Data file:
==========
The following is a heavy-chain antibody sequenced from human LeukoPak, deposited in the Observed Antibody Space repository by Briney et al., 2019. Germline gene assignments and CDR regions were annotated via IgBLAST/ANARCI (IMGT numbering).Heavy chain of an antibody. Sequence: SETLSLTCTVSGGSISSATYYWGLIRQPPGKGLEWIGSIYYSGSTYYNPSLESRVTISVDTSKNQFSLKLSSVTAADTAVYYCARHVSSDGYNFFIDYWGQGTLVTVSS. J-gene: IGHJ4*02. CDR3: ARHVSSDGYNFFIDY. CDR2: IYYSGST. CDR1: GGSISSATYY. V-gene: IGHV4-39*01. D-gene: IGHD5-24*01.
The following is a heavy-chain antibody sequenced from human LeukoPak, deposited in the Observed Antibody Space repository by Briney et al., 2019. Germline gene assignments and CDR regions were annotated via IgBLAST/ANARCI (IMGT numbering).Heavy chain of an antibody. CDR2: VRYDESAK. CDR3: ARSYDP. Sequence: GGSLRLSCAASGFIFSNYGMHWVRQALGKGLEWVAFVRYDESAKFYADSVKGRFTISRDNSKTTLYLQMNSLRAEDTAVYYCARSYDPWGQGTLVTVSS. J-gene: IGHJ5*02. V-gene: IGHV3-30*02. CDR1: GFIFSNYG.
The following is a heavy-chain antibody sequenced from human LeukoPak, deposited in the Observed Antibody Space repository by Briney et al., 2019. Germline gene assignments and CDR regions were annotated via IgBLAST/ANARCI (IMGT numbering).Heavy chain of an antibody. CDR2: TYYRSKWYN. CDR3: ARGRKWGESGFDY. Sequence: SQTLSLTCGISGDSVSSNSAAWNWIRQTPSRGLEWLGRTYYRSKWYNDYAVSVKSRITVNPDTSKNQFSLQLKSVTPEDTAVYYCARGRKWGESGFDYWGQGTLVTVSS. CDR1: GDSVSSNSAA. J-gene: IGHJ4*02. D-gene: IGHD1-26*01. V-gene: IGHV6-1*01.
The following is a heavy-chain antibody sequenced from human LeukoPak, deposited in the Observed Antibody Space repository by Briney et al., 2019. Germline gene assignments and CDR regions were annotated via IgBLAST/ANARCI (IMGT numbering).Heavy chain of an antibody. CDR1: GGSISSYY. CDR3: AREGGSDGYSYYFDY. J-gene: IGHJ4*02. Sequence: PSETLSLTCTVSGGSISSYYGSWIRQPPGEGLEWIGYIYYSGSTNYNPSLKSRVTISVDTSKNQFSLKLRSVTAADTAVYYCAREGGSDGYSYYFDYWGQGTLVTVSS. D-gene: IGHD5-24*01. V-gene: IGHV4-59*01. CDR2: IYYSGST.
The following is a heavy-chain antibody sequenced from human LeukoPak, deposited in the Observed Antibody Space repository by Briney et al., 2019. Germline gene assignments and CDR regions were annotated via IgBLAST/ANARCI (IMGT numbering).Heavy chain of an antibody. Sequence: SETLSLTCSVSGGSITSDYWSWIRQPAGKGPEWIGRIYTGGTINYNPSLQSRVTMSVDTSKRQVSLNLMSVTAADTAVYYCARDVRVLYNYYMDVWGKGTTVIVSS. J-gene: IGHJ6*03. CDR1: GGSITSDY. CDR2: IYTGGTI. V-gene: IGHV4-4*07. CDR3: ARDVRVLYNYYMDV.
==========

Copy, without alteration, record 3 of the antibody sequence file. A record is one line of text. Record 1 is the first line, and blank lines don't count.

The following is a heavy-chain antibody sequenced from human LeukoPak, deposited in the Observed Antibody Space repository by Briney et al., 2019. Germline gene assignments and CDR regions were annotated via IgBLAST/ANARCI (IMGT numbering).Heavy chain of an antibody. CDR2: TYYRSKWYN. CDR3: ARGRKWGESGFDY. Sequence: SQTLSLTCGISGDSVSSNSAAWNWIRQTPSRGLEWLGRTYYRSKWYNDYAVSVKSRITVNPDTSKNQFSLQLKSVTPEDTAVYYCARGRKWGESGFDYWGQGTLVTVSS. CDR1: GDSVSSNSAA. J-gene: IGHJ4*02. D-gene: IGHD1-26*01. V-gene: IGHV6-1*01.